UVSS Naloxone program continues despite personnel change

At the Dec. 4 UVSS board meeting, Director of Campaigns and Community Relations Anmol Swaich announced that the former leader of the Naloxone training workshop, a university staff member, had been let go by the university amid what Swaich referred to as “restructuring” efforts.

While the university confirmed the program is being handled by a different staff member, they disagreed with the terminology “restructuring.”

“There has been no restructuring of health services or service delivery,” Paul Marck, a spokesperson for the university said. “The university continues to support the naloxone training program by providing an accredited and qualified health-care professional to oversee delivery of the program.”

The naloxone training workshops are hosted by the UVSS, with support from UVic Counselling and Health Services, as a part of the UVSS’ Safer Use Campaign that provides resources and information for Victorians concerned with the current opioid crisis.

“The former staff person will be greatly missed as her passion and expertise was invaluable,” said Swaich in an email to the Martlet. “Students should not be concerned as this training will continue with the same quality that it has been delivered with in the past few months.”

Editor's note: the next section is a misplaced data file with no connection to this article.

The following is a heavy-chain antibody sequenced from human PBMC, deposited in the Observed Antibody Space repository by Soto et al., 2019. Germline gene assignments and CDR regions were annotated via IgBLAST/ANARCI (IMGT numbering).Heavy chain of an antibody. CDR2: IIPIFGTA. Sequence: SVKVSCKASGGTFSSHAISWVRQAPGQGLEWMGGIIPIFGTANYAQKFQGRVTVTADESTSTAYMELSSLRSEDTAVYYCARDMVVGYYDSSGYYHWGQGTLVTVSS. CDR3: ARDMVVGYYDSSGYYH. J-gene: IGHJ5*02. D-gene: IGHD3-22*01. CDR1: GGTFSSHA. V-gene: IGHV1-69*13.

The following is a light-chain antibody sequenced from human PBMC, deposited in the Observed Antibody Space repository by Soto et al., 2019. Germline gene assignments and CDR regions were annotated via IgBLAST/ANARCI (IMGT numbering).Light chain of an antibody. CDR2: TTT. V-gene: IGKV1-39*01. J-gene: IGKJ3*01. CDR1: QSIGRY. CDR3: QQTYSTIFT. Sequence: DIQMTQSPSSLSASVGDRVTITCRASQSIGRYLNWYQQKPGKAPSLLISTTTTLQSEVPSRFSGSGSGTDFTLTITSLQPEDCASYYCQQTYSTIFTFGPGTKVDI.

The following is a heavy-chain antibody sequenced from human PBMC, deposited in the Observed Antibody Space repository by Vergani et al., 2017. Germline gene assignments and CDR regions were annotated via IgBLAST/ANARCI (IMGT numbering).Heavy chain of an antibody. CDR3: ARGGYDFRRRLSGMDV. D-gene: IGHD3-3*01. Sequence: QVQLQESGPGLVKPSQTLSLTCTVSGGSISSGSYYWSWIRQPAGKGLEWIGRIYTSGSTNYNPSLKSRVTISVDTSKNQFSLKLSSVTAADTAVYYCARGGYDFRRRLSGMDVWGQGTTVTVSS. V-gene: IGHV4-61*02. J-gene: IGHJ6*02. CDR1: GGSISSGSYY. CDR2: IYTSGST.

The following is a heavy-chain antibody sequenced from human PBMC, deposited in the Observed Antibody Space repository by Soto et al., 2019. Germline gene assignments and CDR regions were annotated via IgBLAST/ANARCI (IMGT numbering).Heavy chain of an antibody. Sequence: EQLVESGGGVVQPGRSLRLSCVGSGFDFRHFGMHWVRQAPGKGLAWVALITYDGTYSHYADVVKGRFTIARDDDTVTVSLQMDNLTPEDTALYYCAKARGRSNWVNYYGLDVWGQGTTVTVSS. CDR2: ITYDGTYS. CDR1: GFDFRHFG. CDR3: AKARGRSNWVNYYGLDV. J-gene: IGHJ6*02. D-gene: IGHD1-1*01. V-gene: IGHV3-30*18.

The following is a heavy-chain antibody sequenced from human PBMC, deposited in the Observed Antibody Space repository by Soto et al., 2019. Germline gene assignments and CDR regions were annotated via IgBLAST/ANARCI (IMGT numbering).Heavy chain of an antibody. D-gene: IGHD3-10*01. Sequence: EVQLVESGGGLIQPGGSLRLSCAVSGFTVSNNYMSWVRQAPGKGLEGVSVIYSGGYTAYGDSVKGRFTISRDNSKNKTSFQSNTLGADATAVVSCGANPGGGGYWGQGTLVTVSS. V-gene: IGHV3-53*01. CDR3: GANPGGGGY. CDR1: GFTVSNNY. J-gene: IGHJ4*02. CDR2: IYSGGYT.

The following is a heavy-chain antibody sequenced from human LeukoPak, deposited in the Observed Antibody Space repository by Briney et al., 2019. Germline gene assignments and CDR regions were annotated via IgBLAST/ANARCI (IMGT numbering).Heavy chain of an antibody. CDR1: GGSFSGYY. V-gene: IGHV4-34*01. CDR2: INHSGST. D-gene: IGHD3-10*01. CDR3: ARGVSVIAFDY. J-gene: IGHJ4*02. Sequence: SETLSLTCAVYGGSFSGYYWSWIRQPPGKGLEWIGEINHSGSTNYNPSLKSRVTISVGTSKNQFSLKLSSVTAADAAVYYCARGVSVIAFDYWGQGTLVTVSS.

Marck cited the details of the restructuring as a personnel issue, and thus confidential. However, he clarified that a new UVic-supplied professional will assist in leading future training sessions.

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Distributed material from the UVSS’s Safer Use Campaign. Photo provided

According to Swaich, Safer Use naloxone training workshops will continue to take place twice a month as planned, with the January schedule to be released shortly. Each attendee of these upcoming workshops will be provided the opportunity to take home free kits of naloxone, a drug which has been proven to rapidly reverse the effects of opioid overdoses such as fentanyl or heroin through muscular injection.

Typically, naloxone training workshops first instruct participants on how to recognize the symptoms of an opioid overdose. According to the BC Centre for Disease Control, these signs may include blue lips or nails, choking, a lack of response to sound or pain, and slow or absent breath.

Participants are shown how to evaluate individuals they suspect to be suffering from an overdose, and how to apply naloxone if perceived necessary. Additionally, they may be taught how to help an overdosing person into the recovery position to await the assistance of emergency services.

The naloxone training workshop provided through Safer Use is open to both UVic students and staff, in addition to members of the community.

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